2) Other thinking is welcome. However, that is not to say that other thinking goes unchalleneged. You challenged me, I challenged back. As for sensitivity, I would question who’s being sensitive here — the guy who wrote the post, or the guy who spent days writing 2,200 words worth of rebutalls which are about to overtake the original post in volume. “Muzzles indeed.”

3) And finally, this:

Basically, you just assumed that everyone here is a supporter of the modern labor movement because we happen to be gay.

Well, no. I assumed that we were all celebrating Labor Day because we are all Americans. And that we are all grateful that labor practices which were perfectly legal 80 years ago are now banned. And that is somehow connected with this national holiday. Fer christsakes, it’s not like I was talking about the right to coffee breaks. It’s about one segment of a populaton engaging in the wholesale denial of the basic human rights and dignitiy of a dimsissed minority, a story which many of us find familiar. Which brings me back to #1. I’m flabberghasted that this is so controversial, and that it obviously bothers you so deeply.

Jim Burroway
September 7th, 2011 | LINK

I just had one more thought. If anyone came here expecting to find a comfortable echo chamber where they will not run the risk of having their orthodoxies challenged, BTB is probably not for them.

I’m an agnostic/atheist liberal Democrat. The other major contributor, Timothy Kincaid, is conservative and a practicing Christian. Between the two of us, we’ve managed to piss off everyone, including people even from our own sides of the aisle as well as, on occasion, each other. But it’s what I think is so valuable here. I can’t think of any other web site with such divergent opinions sharing the front page. So yeah, talk about diversity…

andrew
September 8th, 2011 | LINK

Now that’s more like the conversation I was expecting. Your initial response sounded, well, angry and defensive. Some of the other respondents were over the top.

My comment goes back to context. There are a zillion issues to bring to the front, and a gabilion holidays or other opportunities to discuss issues that are utterly unrelated to the gay community. Most if not all of those are overlooked, unless in a gay context. That makes the one totally non-sequitor article stand out.

Labor is a hot-button issue right now. Serious, fire-branding, protest-leading, crazy protest hot-button issue. It’s one of the principle fracture points of debate over the past 12 months.

So it’s into that heated vortex where a subject pops up out of the blue, pretty much uniquely. It came across to me like a “and while we’re discussing liberal… err… I mean gay issues” not in conTENT, but in much larger conTEXT. Not a huge deal, but enough that you noted it in your opener (which was what actually caught my attention). And it reminded me of the kerbillion instances in which I’ve had to listen to people make assumptions about my value systems and beliefs solely because of my sexuality. Worse, I see that a lot in our community — anyone not in lockstep with Democratic dogma must be a self-hater, evil and cruel, stupid, or a total asshole.

But what set me alight was the responses to my comment. Where I was making a point before, I got very upset at the responses I got, many of which not only reinforced my original objection, but some of which got rather nasty (again, not from you — you were cranky and exasperated, but never nasty), and several of which seemed trapped in mindless dogma and weak “but we’re all people so everything is connected by the force, Luke” pie in the sky thinking. (Did I mention I hate clowns and parades?)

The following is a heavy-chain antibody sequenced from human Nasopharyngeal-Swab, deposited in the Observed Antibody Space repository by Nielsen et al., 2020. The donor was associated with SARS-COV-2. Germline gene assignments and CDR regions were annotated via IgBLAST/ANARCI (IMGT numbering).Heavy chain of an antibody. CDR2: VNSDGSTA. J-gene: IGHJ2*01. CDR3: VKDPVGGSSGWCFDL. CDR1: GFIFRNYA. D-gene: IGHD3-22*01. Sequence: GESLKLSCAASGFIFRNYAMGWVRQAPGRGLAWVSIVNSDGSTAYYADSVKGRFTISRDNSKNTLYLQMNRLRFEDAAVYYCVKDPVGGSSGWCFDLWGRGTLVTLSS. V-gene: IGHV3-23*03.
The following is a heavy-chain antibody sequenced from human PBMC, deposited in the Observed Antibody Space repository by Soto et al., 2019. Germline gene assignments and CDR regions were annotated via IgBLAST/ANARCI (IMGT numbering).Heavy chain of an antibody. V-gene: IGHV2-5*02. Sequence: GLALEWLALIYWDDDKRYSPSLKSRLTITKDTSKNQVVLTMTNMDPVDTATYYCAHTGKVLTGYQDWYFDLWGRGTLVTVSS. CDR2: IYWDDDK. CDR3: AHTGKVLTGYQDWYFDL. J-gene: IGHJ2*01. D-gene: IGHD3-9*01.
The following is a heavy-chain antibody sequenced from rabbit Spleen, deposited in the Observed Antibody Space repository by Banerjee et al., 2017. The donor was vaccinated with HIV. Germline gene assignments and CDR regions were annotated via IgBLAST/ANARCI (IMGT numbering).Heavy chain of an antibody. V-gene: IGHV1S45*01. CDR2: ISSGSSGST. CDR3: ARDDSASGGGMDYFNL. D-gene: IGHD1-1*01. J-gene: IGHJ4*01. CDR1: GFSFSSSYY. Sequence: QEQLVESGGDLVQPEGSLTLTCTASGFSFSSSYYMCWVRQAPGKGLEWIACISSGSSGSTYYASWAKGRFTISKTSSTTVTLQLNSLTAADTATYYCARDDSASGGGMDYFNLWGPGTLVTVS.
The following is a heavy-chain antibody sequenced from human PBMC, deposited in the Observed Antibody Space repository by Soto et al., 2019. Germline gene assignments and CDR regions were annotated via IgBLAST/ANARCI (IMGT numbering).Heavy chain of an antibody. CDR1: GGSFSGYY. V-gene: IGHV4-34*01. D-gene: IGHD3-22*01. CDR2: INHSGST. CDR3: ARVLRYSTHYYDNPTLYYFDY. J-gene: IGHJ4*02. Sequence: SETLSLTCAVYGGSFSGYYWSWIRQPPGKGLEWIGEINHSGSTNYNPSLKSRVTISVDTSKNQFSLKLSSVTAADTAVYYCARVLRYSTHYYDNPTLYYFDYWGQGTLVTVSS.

There are few things I object to more than hypocrisy – so when people constantly demand tolerance while calling anyone who doesn’t see things their way “heartless” and “clueless”, I object. When someone calls me clueless but can’t actually employ logic or read what I wrote clearly, I object. And I’m a little bored in the afternoon, so I have the time to, well… you get the idea.

Like you and Tim, I’m also a patchwork of hard-earned belief systems, and most of all, I’m a critic. I completely mistrust authority, but loathe the rule of the masses. I believe in multiculturalism, but have a big problem with illegal immigration. I believe in limited government, but think my taxes are far too low. I supported an incursion into Iraq but was incensed by the timing, its pathetic execution, and being lied to about the reasons for going there. I’m inspired by 19th and early 20th century labor, but fervently angry about the behavior of public sector unions over the past 40 years. And I’m driven nuts by anyone who can’t navigate nuances between these concepts — or worse, faults me for doing so.

We need to make room for complexity in our discourse in an era of bumpersticker politics, but we need to be mindful of how we present ourselves not only within our community, but also – perhaps especially – outside our community to folks who don’t know us (or don’t want to). It’s hard – it means anticipating that people don’t know what you mean, where you’re coming from, or will draw their own contextual conclusions that could be hostile to your interests or intentions.

And as one of the chief contributors, you have a metaphorical bullseye on you. So buck up :) You are appreciated and respected. You’re also going to catch flak — both for good reasons and bad. Just take it as it’s intended — 2 cents tossed into a bucket of pennies.

Debra Whitlow B.
September 1st, 2013 | LINK

thank you so much for posting this little known fact of history. my father, Clarence Glen Whitlow, worked his whole life as a UMWA member on Cabin Creek, hauling coal from the tipple at Eskdale to the dump at the Kanawha River at Coalburg. people just don’t have an idea of what our life would have been like without the UMWA and our Dad made sure our family knew all about it. This is priceless and i thank you from the bottom of my heart… Debra Whitlow Blackwell